Eating lots of curry may help you lose weight, research suggests.
The curry powder (so dubbed by British colonialists) most familiar to Westerners is generally a mix of turmeric, paprika, fenugreek, coriander, pepper, cumin, ginger, celery seed, cloves, caraway, and red pepper. Curry powder may be most associated with Indian cuisine.
Scientists believe that haldi, or turmeric, which is used in most Indian meals, has an active ingredient that can help fight obesity.
A meal that includes turmeric will lead to less weight gain than one without the yellow powder.
This is because turmeric contains a plant-based chemical called curcumin which suppresses the growth of fat tissue in mice and human cell cultures, according to a study by Tufts University in Boston, published in the Journal of Nutrition.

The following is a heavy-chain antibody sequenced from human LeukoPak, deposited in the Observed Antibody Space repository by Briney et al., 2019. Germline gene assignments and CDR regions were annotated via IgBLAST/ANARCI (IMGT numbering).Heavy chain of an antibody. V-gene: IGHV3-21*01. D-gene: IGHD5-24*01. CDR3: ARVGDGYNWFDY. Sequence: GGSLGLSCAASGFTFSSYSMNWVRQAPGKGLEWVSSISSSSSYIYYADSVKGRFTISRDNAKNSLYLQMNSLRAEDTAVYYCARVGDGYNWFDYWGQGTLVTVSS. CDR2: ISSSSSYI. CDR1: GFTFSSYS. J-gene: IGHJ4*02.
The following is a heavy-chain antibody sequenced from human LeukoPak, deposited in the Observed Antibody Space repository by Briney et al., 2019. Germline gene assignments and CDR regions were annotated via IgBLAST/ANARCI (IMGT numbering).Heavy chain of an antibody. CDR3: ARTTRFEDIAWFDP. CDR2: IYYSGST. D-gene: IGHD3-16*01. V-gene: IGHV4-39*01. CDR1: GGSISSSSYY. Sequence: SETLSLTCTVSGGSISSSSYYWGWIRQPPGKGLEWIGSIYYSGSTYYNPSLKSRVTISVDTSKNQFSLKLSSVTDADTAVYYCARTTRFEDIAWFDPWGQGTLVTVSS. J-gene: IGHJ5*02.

Curcumin is also easily absorbed by the body, the researchers said, after experiments on mice.
“Weight gain is the result of the growth and expansion of fat tissue, which cannot happen unless new blood vessels form, a process known as angiogenesis,” said senior study author Mohsen Meydani of the Jean Mayer U.S. Department of Agriculture Human Nutrition Research Center on Aging at Tufts.
“Based on our data, curcumin appears to suppress angiogenic activity in the fat tissue of mice fed high fat diets,” he said in a statement.
In particular, turmeric is effective when added to a high-fat meal, suggesting it could help fight obesity.
Researchers gave one set of mice high-fat diets and another set the same food with 500mg of curcumin added to each meal.
After 12 weeks, the mice which were fed curcumin weighed less than those which did not eat it.
The next step will be to perform clinical trials on humans, said the researchers.